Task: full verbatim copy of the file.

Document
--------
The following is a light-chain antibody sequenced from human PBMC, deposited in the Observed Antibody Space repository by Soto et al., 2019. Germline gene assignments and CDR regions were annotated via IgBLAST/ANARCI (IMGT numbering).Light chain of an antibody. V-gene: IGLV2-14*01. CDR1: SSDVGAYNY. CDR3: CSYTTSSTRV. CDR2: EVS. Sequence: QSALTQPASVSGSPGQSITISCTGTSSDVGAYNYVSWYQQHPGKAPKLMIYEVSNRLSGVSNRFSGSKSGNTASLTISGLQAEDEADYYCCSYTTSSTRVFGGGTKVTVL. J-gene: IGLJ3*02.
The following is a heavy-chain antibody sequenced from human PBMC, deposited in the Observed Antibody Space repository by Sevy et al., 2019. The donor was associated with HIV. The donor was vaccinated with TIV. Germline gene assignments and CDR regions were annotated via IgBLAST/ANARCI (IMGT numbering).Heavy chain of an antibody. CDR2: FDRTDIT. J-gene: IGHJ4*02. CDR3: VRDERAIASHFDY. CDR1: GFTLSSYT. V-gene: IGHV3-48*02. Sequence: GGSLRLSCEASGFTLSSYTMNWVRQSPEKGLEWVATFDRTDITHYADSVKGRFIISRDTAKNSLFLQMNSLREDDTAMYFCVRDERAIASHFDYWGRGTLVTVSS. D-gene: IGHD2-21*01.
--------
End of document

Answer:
The following is a light-chain antibody sequenced from human PBMC, deposited in the Observed Antibody Space repository by Soto et al., 2019. Germline gene assignments and CDR regions were annotated via IgBLAST/ANARCI (IMGT numbering).Light chain of an antibody. V-gene: IGLV2-14*01. CDR1: SSDVGAYNY. CDR3: CSYTTSSTRV. CDR2: EVS. Sequence: QSALTQPASVSGSPGQSITISCTGTSSDVGAYNYVSWYQQHPGKAPKLMIYEVSNRLSGVSNRFSGSKSGNTASLTISGLQAEDEADYYCCSYTTSSTRVFGGGTKVTVL. J-gene: IGLJ3*02.
The following is a heavy-chain antibody sequenced from human PBMC, deposited in the Observed Antibody Space repository by Sevy et al., 2019. The donor was associated with HIV. The donor was vaccinated with TIV. Germline gene assignments and CDR regions were annotated via IgBLAST/ANARCI (IMGT numbering).Heavy chain of an antibody. CDR2: FDRTDIT. J-gene: IGHJ4*02. CDR3: VRDERAIASHFDY. CDR1: GFTLSSYT. V-gene: IGHV3-48*02. Sequence: GGSLRLSCEASGFTLSSYTMNWVRQSPEKGLEWVATFDRTDITHYADSVKGRFIISRDTAKNSLFLQMNSLREDDTAMYFCVRDERAIASHFDYWGRGTLVTVSS. D-gene: IGHD2-21*01.